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FORT LAUDERDALE, FLA --- A drama about an acting troupe performing a controversial play and a world premiere musical about life in Cuba past and present garnered the most nominations for the 43rd annual Carbonell Awards, which honor excellence in theater in South Florida. Indecent, produced by Palm Beach Dramaworks in West Palm Beach, earned nine nominations, and Havana Music Hall, produced by Actors’ Playhouse at the Miracle Theatre in Coral Gables, earned seven.
Palm Beach Dramaworks shows earned 18 nominations overall, the most of any theater in the tri-county region, for its productions of the plays Indecent, Equus and Edgar and Emily, and the musical Woody Guthrie’s American Song. Slow Burn Theatre Company in Fort Lauderdale earned 16 nominations, the most of any theater in Broward County. Zoetic Stage received 14 nominations, the most for any theater in Miami-Dade County. Both Slow Burn and Zoetic Stage hold the distinction of earning at least one nomination for every show the companies produced in 2018. Miami-Dade theaters earned 43 nominations, Palm Beach County 37, and Broward County 21. Nominations recognized 37 shows at theaters stretching from Coral Gables in the south to Jupiter in the north.
JOEY POLLARI (pictured), the "Love Simon" and "American Crime" star came out in public, even though he had been out to family and friends since he was 18. "The only part that was difficult to me was coming out to myself."
LEE PACE, an actor who appeared in "Lincoln", "Twilight", and on Broadway in "Angels in America, says that it's important for gay actors to play gay roles.
RONAN FARROW, son of 60's movie star, Mia Farrow, is an investigative reporter who made a name for himself breaking news on transgender and sexual assault issues.
Pop star BETTY WHO is an Australian dance music artist and feels comfortable dating men and women.
A federal judge ruled a St. Louis retirement community has the right to say a married lesbian couple could not move in there together.
U.S. District Judge Jean C. Hamilton said the Fair Housing Act offers no anti-discrimination protections based on sexual orientation, reports the St. Louis Dispatch.
Mary Walsh and Bev Nance, who married in 2009, put down a $2,000 deposit in 2016 with their application to live at Sunset Hills, part of the Friendship Village in St. Louis. But Friendship Village then denied an application, stating the couple would violate a cohabitation policy that defines marriage as “the union of one man and one woman, as marriage is understood in the Bible.”
The women filed a lawsuit in federal court in July shortly after having their application rejected. They told the Dispatch that while touring retirement communities, they stopped asking whether they allowed same-sex couples because it seemed a settled question.
The Russian LGBT Network believes about 40 people have been imprisoned since December - two of whom they say have died under torture. The group has been monitoring alleged abuses in the mainly Muslim Russian republic since 2017 when dozens of gay people were reportedly detained. A government spokesman has dismissed their latest report as "complete lies". Chechnya, and its authoritarian leader Ramzan Kadyrov, has consistently denied allegations of illegal detentions and human rights abuses. In an interview with the BBC last year, Mr Kadyrov said the allegations were "an invention by foreign agents" or created by activists looking for money. Homophobia is widespread in the highly conservative and predominantly Muslim Russian republic. Mr Kadyrov and other government figures have repeatedly claimed Chechnya has no gay population at all. Despite official denials, dozens have come forward and alleged they were detained and tortured by authorities because of their sexual orientation. The reports have drawn condemnation from around the world.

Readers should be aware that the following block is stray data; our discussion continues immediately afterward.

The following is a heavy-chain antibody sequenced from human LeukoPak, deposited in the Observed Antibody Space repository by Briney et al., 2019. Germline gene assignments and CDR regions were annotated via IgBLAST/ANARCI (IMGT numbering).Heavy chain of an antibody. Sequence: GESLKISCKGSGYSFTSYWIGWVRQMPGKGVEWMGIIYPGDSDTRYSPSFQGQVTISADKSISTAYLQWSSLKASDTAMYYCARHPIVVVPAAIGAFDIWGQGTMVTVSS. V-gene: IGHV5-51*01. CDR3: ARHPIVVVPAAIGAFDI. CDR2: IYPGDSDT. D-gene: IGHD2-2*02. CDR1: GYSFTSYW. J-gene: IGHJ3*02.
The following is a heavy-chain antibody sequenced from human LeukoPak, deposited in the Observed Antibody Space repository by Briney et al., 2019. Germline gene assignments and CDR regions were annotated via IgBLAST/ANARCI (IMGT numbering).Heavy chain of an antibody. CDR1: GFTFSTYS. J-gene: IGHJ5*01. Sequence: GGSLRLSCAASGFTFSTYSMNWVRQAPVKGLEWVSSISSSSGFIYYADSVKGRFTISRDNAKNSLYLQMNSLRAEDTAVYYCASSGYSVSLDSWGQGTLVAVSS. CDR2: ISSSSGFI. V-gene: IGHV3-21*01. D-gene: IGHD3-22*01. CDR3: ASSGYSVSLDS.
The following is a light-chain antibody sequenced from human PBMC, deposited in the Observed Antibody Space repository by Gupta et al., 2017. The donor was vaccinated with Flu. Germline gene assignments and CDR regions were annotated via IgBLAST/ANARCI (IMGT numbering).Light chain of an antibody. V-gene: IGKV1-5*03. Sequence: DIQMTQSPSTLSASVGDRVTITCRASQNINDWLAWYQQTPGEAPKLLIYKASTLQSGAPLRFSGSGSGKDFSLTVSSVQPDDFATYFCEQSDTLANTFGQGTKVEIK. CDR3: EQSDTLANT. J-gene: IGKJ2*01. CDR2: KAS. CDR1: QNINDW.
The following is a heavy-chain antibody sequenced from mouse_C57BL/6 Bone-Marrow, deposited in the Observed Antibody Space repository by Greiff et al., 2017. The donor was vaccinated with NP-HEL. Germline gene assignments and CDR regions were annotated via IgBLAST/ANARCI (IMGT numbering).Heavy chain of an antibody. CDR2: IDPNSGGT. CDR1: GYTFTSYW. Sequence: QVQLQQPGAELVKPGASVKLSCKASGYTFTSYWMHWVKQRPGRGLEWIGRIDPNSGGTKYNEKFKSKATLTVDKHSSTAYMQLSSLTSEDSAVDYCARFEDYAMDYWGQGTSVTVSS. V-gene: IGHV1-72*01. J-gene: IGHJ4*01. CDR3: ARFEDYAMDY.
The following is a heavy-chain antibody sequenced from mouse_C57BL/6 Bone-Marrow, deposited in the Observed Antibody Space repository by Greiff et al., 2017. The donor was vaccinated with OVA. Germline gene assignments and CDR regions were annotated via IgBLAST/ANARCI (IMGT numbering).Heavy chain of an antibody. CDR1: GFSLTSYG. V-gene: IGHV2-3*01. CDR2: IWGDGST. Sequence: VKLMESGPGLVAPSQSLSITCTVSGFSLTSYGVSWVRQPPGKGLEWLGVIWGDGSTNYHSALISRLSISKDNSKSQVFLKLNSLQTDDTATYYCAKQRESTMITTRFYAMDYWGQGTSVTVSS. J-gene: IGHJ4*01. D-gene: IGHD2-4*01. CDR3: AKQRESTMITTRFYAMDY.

Rep. Tulsi Gabbard apologized Thursday for "wrong" and "hurtful" statements she made years ago touting her work for an anti-gay group, saying in a series of posts to Twitter that "my views have changed significantly since then. I grew up knowing that every person is a child of God, and equally loved by God. I have always believed in the fundamental rights and equality of all people," Gabbard wrote in a flurry of posts that was also accompanied by a video apology. "But I also grew up in a socially conservative household, where I was raised to believe that marriage should only be between a man and a woman. For a period of my life I didn’t see the contradiction in those beliefs." Gabbard (D-Hawaii), who announced a 2020 presidential bid last Friday, has come under fresh scrutiny in recent weeks after CNN published a story outlining her past remarks. During a 2002 run for the Hawaii state legislature, the Democratic congresswoman touted her work with The Alliance for Traditional Marriage, an organization run by her father that advocated against pro-gay rights lawmakers and in favor of an amendment to the state's constitution banning same-sex marriage. Gabbard's father, Mike Gabbard, advocated against gay rights in Hawaii in the 1990s, telling Honolulu Magazine that homosexuality "not normal, not healthy, morally and scripturally wrong." Tulsi Gabbard said she supported her father's views at the time, and The New Yorker reported that she advocated against legislation in Hawaii to combat anti-gay bullying, saying it would be "inviting homosexual-advocacy organizations into our schools to promote their agenda to our vulnerable youth.”
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